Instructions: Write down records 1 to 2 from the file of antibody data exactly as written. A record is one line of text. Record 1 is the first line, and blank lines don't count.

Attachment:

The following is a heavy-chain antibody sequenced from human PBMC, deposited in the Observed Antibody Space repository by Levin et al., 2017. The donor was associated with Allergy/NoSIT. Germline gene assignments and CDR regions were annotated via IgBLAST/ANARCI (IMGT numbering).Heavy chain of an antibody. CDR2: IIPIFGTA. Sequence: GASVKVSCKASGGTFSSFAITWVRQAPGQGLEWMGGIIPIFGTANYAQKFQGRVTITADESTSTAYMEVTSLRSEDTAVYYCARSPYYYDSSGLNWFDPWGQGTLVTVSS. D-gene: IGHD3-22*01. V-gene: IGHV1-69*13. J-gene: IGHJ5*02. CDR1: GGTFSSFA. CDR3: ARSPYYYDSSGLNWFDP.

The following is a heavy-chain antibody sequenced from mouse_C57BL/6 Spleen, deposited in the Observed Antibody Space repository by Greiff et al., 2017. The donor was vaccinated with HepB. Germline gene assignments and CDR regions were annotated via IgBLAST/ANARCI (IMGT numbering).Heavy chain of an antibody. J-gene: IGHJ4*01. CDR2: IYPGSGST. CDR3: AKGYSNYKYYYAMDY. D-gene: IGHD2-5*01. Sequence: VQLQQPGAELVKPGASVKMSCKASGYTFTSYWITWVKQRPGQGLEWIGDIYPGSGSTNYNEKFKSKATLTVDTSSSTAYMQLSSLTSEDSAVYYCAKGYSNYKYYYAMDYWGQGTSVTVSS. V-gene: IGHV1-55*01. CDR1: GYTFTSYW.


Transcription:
The following is a heavy-chain antibody sequenced from human PBMC, deposited in the Observed Antibody Space repository by Levin et al., 2017. The donor was associated with Allergy/NoSIT. Germline gene assignments and CDR regions were annotated via IgBLAST/ANARCI (IMGT numbering).Heavy chain of an antibody. CDR2: IIPIFGTA. Sequence: GASVKVSCKASGGTFSSFAITWVRQAPGQGLEWMGGIIPIFGTANYAQKFQGRVTITADESTSTAYMEVTSLRSEDTAVYYCARSPYYYDSSGLNWFDPWGQGTLVTVSS. D-gene: IGHD3-22*01. V-gene: IGHV1-69*13. J-gene: IGHJ5*02. CDR1: GGTFSSFA. CDR3: ARSPYYYDSSGLNWFDP.

The following is a heavy-chain antibody sequenced from mouse_C57BL/6 Spleen, deposited in the Observed Antibody Space repository by Greiff et al., 2017. The donor was vaccinated with HepB. Germline gene assignments and CDR regions were annotated via IgBLAST/ANARCI (IMGT numbering).Heavy chain of an antibody. J-gene: IGHJ4*01. CDR2: IYPGSGST. CDR3: AKGYSNYKYYYAMDY. D-gene: IGHD2-5*01. Sequence: VQLQQPGAELVKPGASVKMSCKASGYTFTSYWITWVKQRPGQGLEWIGDIYPGSGSTNYNEKFKSKATLTVDTSSSTAYMQLSSLTSEDSAVYYCAKGYSNYKYYYAMDYWGQGTSVTVSS. V-gene: IGHV1-55*01. CDR1: GYTFTSYW.